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Etymology and spelling

Light varieties

 

Light, or reduced-fat, sour cream contains about 40 percent less butterfat than regular sour cream because it is made from a mixture of milk and cream rather than just cream. Fat-free "sour cream" contains no cream at all, and is made primarily from non-fat milk, modified cornstarch, thickeners and flavoring agents.

Storage

 

Sour cream is not fully fermented, and as such must be stored under refrigeration. As with other dairy products, it is usually sold with an expiration date stamped on the container, though whether this is a "sell by" a "best by" or a "use by" date varies with local regulation. Food authorities, such as the USDA, advise that sour cream with visible mold should be discarded, as it may be contaminated below the surface and could contain dangerous mycotoxins and aflatoxin.

Uses

 

Sour cream is used primarily in the cuisines of Europe and North America, often as a condiment. It is a traditional topping for baked potatoes, added cold along with chopped fresh chives. It is used as the base for some creamy salad dressings and can also be used in baking, added to the mix for cakes, cookies, American-style biscuits, doughnuts and scones. It can be eaten as a dessert, with fruits or berries and sugar topping. Also, it is sometimes used on top of waffles in addition to strawberry jam. In Central America, crema (a variation of sour cream) is a staple ingredient of a full breakfast.

 

Sour cream can also provide the base for various forms of dip used for dipping potato chips or crackers, such as onion dip.

 

In Tex-Mex cuisine, it is often used as a substitute for crema in nachos, tacos, burritos, taquitos or guacamole.[3] It is one of the main ingredients in Chicken paprikash and Beef Stroganoff.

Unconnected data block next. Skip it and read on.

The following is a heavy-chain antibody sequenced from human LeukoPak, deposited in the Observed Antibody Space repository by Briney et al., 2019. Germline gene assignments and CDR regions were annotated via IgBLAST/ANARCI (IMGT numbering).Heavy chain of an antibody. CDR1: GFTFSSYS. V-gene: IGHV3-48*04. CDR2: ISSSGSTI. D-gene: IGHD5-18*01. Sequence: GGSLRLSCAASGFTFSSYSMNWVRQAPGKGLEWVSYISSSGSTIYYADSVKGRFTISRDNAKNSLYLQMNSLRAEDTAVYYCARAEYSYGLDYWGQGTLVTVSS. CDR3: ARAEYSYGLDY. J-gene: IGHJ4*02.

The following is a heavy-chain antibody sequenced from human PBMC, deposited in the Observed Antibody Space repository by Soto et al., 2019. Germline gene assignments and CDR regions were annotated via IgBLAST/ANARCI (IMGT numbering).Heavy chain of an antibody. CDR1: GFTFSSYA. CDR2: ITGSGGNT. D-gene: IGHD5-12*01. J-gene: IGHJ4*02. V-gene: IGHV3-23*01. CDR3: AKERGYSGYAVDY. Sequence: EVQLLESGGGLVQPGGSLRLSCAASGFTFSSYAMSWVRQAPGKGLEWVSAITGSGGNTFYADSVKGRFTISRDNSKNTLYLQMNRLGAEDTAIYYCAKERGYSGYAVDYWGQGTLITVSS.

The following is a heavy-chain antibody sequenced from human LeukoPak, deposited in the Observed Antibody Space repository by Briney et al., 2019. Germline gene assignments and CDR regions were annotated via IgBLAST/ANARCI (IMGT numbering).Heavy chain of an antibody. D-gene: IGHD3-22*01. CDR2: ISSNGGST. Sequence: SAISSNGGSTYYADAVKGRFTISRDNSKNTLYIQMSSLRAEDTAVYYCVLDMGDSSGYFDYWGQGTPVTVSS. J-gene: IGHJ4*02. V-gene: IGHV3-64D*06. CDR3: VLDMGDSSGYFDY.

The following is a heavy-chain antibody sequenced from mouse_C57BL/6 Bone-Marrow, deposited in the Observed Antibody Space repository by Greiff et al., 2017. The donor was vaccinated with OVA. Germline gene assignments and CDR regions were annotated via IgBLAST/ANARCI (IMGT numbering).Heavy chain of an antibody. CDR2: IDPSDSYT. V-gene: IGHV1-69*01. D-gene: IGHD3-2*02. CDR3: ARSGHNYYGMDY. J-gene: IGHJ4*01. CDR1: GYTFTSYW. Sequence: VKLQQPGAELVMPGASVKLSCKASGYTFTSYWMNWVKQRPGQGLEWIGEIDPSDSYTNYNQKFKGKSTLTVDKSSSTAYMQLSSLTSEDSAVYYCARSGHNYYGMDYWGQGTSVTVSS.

Yogurt or yoghurt or yoghourt is a dairy product (nut milks, such as almond milk, and coconut milk can also be used) produced by bacterial fermentation of milk. The bacteria used to make yogurt are known as "yogurt cultures". Fermentation of lactose by these bacteria produces lactic acid, which acts on milk protein to give yogurt its texture and its characteristic tang.[1]

 

Worldwide, cow's milk, the protein of which mainly comprises casein, is most commonly used to make yogurt, but milk from water buffalo, goats, ewes, mares, camels, and yaks is also used in various parts of the world.

 

Dairy yogurt is produced using a culture of Lactobacillus delbrueckii subsp. bulgaricus and Streptococcus thermophilus bacteria. In addition, other lactobacilli and bifidobacteria are also sometimes added during or after culturing yogurt. Some countries require yogurt to contain a certain amount of colony-forming units of microorganisms.[2]

 

The milk is first heated to about 80 °C (176 °F) to kill any undesirable bacteria and to denature the milk proteins so that they set together rather than form curds. The milk is then cooled to about 45 °C (112 °F).[3] The bacterial culture is added, and the temperature is maintained for 4 to 7 hours to allow fermentation.Contents [hide]

Etymology and spelling

The word is derived from Turkish: yoğurt,[4] and is related to the obsolete verb yoğmak "to be curdled or coagulated; to thicken".[5] The letter ğ was traditionally rendered as "gh" in transliterations of Turkish prior to 1928.[6] In older Turkish, the letter denoted a voiced velar fricative /ɣ/, but this sound is elided between back vowels in modern Turkish, in which the word is pronounced [joˈuɾt].

 

In English, there are several variations of the spelling of the word, including yogurt, yoghurt, yoghourt, yogourt, yaghourt, yahourth, yoghurd, joghourt, and jogourt.[7][8][9] In the United Kingdom and Australia, yogurt and yoghurt are both current, yoghurt being more common[10] while yogurt is used by the Australian and British dairy councils,[11][12] and yoghourt is an uncommon alternative. In the United States, yogurt is the usual spelling and yoghurt a minor variant. In New Zealand, yoghurt is preferred by the New Zealand Oxford Dictionary.[13] In Canada, yogurt is most common among English speakers,[10] but many brands use yogourt,[14] since it is an acceptable spelling in both English and French, the official languages of Canada.

 

Whatever the spelling, the word is usually pronounced with a short o (/ˈjɒɡət/) in England, with a long o (/ˈjoʊɡərt/) in Scotland, North America, Australia, Ireland and South Africa, and with either a long or short o in New Zealand.

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